In the Netherlands, Mr. Le Pen's counterpart was assassinated yesterday, just nine days before general elections there. European politics haven't looked this grim in a long time.
Pim Fortuyn, who was shot and killed as he was leaving a Dutch radio station, objected to the comparison with Mr. Le Pen. He was openly gay, for one thing, and he said he wanted to preserve the Dutch tradition of tolerance, not obliterate it. But his proposed means? Cut off immigration. Mr. Fortuyn was tolerant of everybody except anybody who wasn't Dutch.
The right is resurgent in Western Europe. In country after country, the traditional political parties have been unable to address the often legitimate grievances of those who feel threatened by the loss of jobs and local control, by the blurring of national identity, by the rise in crime, by the idea of a remote "Europe" itself. New or formerly marginal parties, such as Mr. Le Pen's or Mr. Fortuyn's, have capitalized on resentment and fear among ordinary people -- and stoked it.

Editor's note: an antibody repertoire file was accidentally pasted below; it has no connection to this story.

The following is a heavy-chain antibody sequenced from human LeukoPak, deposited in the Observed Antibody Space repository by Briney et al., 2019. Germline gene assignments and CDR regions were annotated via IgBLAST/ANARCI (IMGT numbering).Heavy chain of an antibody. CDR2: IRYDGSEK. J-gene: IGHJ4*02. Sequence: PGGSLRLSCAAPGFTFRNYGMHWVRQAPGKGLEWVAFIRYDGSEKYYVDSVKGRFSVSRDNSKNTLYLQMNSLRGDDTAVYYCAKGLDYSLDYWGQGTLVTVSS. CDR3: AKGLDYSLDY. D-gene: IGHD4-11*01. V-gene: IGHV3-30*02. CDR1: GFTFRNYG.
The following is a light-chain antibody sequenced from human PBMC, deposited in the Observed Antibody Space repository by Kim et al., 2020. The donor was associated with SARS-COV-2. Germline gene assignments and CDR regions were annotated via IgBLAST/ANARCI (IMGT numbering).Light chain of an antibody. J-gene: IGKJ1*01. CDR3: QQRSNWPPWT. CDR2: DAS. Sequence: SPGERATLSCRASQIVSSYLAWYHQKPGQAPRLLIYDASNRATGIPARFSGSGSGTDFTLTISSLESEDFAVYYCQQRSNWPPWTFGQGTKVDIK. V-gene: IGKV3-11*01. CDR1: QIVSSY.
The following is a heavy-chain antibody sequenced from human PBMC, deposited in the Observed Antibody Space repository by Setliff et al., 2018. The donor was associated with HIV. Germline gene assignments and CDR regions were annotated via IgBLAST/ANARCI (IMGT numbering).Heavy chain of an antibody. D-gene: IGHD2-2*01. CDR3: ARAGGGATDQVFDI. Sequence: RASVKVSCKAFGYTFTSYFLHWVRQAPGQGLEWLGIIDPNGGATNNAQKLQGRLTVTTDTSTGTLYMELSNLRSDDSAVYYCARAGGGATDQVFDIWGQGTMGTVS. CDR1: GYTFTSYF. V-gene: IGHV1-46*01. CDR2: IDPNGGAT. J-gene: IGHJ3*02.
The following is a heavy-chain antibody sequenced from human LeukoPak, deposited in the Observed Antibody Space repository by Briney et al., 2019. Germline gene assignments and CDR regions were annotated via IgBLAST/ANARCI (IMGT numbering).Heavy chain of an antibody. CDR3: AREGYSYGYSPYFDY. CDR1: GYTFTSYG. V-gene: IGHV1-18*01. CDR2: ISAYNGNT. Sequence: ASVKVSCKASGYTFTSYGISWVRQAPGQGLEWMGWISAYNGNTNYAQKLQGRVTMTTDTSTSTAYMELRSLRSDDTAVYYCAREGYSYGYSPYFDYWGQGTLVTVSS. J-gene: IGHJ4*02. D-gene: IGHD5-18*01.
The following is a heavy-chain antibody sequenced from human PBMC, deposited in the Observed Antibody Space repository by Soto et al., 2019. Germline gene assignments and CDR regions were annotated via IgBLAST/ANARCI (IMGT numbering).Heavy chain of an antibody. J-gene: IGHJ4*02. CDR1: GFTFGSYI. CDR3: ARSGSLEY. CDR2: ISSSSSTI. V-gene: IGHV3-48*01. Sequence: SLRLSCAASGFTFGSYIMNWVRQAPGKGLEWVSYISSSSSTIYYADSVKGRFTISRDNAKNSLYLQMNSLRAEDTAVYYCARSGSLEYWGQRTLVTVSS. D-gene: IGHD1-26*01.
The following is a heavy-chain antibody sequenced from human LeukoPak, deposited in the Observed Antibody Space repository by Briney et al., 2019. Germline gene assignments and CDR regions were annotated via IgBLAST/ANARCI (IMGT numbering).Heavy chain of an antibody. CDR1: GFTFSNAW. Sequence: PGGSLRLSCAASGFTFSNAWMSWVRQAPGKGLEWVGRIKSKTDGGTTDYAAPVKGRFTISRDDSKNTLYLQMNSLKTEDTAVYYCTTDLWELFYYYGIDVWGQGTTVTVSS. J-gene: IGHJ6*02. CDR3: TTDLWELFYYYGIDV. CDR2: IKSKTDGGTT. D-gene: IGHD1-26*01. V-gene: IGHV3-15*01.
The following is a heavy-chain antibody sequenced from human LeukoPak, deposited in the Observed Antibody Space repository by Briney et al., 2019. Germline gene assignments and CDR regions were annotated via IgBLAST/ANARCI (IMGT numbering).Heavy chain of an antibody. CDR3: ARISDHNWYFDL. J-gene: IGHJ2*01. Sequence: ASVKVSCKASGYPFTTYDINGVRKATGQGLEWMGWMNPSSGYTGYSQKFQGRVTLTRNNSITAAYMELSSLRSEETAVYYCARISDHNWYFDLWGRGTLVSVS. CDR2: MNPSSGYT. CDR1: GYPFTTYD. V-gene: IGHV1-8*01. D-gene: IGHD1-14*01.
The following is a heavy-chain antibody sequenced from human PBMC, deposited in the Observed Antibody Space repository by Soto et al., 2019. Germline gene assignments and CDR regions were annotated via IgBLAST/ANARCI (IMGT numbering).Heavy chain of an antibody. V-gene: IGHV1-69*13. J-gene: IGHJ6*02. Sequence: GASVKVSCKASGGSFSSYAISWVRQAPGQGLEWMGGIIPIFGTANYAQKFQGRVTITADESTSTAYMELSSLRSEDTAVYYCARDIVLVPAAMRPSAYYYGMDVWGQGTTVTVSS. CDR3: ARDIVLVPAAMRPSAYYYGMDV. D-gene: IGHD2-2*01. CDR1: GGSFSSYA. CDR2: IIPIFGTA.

Old ideas of what it means to be French or Italian or German are under assault on many fronts. Either Europe will find a way to deal with these stresses or the world will have to deal with the consequences.
Aung San Suu Kyi, the brave leader of Burma's democracy movement who was released from house arrest yesterday, made it clear in her initial public statements that the ruling military junta cannot pretend that allowing her to move about the country - with military security from the regime - satisfies its obligation to allow a true restoration of democracy.